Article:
While the US is clearly still plagued by racism, there has been a clear progression from the attitudes of the mid-20th century, writes Jeff Jacoby of The Boston Globe. Americans’ views towards people of a different ethnicity have become significantly more tolerant than when MLK was around. In 1958, a Gallup poll found that 48% of whites would have likely found a new home if a colored person moved in next to them. In 1978, this number had fallen to 13%. In 1997, it was only 1%. Interracial marriage, which most of the country disapproved of during the day of MLK’s activism, is approved of by 90% of Americans today. There has been undeniable progress.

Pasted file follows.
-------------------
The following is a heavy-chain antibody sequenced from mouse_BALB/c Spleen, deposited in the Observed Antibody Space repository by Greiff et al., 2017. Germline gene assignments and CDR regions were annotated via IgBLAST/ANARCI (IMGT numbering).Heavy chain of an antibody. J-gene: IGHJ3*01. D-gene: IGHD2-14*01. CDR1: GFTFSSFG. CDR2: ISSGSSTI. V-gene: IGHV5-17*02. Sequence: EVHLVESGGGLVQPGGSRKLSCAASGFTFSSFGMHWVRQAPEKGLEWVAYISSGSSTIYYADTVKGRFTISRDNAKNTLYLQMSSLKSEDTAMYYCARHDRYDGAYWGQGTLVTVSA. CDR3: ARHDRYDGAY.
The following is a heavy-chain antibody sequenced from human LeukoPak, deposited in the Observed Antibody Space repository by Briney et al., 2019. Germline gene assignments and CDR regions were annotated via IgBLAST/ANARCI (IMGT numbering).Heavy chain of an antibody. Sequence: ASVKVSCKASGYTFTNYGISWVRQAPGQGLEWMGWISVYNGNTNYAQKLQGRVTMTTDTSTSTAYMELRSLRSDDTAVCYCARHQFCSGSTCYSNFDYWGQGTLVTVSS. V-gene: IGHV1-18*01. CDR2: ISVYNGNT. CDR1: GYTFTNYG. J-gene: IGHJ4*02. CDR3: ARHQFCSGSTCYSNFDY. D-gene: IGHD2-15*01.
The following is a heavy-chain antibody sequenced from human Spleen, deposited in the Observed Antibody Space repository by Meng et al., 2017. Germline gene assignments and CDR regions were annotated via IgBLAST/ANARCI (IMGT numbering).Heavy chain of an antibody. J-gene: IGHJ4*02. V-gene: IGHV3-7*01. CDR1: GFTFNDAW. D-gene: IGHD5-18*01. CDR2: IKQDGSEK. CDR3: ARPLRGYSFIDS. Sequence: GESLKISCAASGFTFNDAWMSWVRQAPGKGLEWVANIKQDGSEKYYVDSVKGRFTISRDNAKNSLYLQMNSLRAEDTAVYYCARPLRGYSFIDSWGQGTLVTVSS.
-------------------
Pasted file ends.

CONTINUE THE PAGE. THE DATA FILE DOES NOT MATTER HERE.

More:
The nature of racism that grasps the US has transformed into something less blatant and flashy but is still just as pervasive as it was in MLK’s day, argues Michael Harriot of The Root. Polls about white peoples’ tolerance towards blacks don’t reflect the powerful racist forces that are active today. From the violation of black Georgians’ voting rights to African Americans continuously suffering harder prison sentences than their white counterparts, MLK’s dream remains unfulfilled. Black people are still viewed as different, foreign creatures by far too many Americans. Perhaps they are not hated as they once were, but they are certainly seen and treated as ‘the other.'